1. Yes there is already google play services, but this is not ready to run out of the box, and I would expect more limited than running on the Linux on android. The more popular the app, the more important that windows has its own app anyway, that can also run on a surface pro etc. This would be more about total number of apps than using the android app for a really core app.
    2. Changing direction is painful, but sometimes the old directions are just not sound. Xamarin plays a role in enabling windows as the development platform for everybody. But not one is going to bother with windows apps for the mobile marketplace on current trends and something has to be done.

    3. Because it can run continuum, and do many things the android phone cannot. If you want an android phone..then a windows phone will not be an answer. But if you want a windows phone with all your core functions delivered by windows that can also basically run any android app so you will not be left out, then it would be appealing.

    4. As you point out this is a real risk. That if you are only a poor clone of an another system it is not enough. But Blackberry did not also have millions of another device type the way windows does. Continuum show real promise...same apps as on your windows tablet on your phone, but there still needs to be a supply of the other less core apps.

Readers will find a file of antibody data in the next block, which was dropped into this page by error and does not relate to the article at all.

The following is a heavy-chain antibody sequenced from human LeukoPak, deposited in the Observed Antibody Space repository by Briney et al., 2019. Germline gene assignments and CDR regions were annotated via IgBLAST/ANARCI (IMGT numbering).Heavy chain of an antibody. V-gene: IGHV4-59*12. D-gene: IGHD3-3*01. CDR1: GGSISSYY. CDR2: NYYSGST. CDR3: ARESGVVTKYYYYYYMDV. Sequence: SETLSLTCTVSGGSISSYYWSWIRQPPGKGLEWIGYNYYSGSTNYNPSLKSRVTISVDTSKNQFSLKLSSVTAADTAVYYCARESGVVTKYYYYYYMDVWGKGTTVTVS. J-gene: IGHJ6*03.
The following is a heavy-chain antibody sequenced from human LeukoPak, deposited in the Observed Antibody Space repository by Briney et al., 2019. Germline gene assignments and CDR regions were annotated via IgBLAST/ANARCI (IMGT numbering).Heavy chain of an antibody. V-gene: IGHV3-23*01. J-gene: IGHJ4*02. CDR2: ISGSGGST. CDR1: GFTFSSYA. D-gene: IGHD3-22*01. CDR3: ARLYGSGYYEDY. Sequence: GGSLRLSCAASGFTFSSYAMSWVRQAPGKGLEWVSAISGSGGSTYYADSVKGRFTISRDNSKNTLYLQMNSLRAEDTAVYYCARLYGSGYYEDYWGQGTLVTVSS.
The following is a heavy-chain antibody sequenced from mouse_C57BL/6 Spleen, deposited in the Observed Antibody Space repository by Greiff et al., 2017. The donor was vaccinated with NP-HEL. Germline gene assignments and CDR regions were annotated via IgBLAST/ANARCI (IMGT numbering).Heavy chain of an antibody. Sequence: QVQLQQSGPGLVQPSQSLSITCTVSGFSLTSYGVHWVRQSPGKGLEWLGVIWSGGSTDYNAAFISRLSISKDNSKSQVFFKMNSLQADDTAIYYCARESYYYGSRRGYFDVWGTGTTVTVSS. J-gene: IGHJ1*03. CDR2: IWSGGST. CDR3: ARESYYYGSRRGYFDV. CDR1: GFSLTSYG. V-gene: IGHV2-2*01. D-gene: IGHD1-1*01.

Blackberry largely lost that core reason to use the device in the first place. For Microsoft, that reason is there with Microsoft apps being able to run windows 10 everywhere.

    All you points are a big part of the debate. But I do feel the answers to these points are there, but there is a lot to consider to get it right.
    06-19-2016 07:15 AM
  4. kaktus1389's Avatar
    I don't see why do you need to make Windows run Android apps if you have android running them? There are tools available for developers to port their apps from iOS and android to Windows so I miss the point of having android apps runnable on Windows.
    06-19-2016 10:34 AM